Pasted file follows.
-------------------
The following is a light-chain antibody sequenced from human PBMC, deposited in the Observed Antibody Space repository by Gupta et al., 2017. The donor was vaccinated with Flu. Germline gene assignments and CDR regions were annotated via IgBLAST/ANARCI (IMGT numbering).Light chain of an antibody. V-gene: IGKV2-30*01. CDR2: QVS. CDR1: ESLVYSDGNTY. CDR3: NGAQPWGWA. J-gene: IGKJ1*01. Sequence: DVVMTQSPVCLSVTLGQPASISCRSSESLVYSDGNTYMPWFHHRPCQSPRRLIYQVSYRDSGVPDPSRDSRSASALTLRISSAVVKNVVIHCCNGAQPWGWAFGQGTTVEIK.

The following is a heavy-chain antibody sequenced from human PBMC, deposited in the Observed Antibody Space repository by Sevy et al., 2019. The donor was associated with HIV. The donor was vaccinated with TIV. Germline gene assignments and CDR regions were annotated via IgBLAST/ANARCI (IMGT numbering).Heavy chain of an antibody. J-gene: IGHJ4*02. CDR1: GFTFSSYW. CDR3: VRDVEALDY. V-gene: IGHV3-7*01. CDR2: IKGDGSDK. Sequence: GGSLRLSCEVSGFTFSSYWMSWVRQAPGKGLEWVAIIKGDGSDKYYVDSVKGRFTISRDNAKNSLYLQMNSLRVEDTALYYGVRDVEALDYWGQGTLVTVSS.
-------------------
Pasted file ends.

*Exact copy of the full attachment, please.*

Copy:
The following is a light-chain antibody sequenced from human PBMC, deposited in the Observed Antibody Space repository by Gupta et al., 2017. The donor was vaccinated with Flu. Germline gene assignments and CDR regions were annotated via IgBLAST/ANARCI (IMGT numbering).Light chain of an antibody. V-gene: IGKV2-30*01. CDR2: QVS. CDR1: ESLVYSDGNTY. CDR3: NGAQPWGWA. J-gene: IGKJ1*01. Sequence: DVVMTQSPVCLSVTLGQPASISCRSSESLVYSDGNTYMPWFHHRPCQSPRRLIYQVSYRDSGVPDPSRDSRSASALTLRISSAVVKNVVIHCCNGAQPWGWAFGQGTTVEIK.

The following is a heavy-chain antibody sequenced from human PBMC, deposited in the Observed Antibody Space repository by Sevy et al., 2019. The donor was associated with HIV. The donor was vaccinated with TIV. Germline gene assignments and CDR regions were annotated via IgBLAST/ANARCI (IMGT numbering).Heavy chain of an antibody. J-gene: IGHJ4*02. CDR1: GFTFSSYW. CDR3: VRDVEALDY. V-gene: IGHV3-7*01. CDR2: IKGDGSDK. Sequence: GGSLRLSCEVSGFTFSSYWMSWVRQAPGKGLEWVAIIKGDGSDKYYVDSVKGRFTISRDNAKNSLYLQMNSLRVEDTALYYGVRDVEALDYWGQGTLVTVSS.